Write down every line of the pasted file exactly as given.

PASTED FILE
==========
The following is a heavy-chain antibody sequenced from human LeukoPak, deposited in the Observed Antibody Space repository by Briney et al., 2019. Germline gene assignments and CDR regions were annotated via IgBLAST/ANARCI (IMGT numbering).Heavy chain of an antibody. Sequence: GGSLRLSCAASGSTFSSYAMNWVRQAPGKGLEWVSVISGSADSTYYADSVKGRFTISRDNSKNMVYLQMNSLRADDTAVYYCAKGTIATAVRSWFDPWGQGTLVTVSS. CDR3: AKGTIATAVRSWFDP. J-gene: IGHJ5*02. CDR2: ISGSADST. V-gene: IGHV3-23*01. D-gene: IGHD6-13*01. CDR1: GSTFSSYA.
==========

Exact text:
The following is a heavy-chain antibody sequenced from human LeukoPak, deposited in the Observed Antibody Space repository by Briney et al., 2019. Germline gene assignments and CDR regions were annotated via IgBLAST/ANARCI (IMGT numbering).Heavy chain of an antibody. Sequence: GGSLRLSCAASGSTFSSYAMNWVRQAPGKGLEWVSVISGSADSTYYADSVKGRFTISRDNSKNMVYLQMNSLRADDTAVYYCAKGTIATAVRSWFDPWGQGTLVTVSS. CDR3: AKGTIATAVRSWFDP. J-gene: IGHJ5*02. CDR2: ISGSADST. V-gene: IGHV3-23*01. D-gene: IGHD6-13*01. CDR1: GSTFSSYA.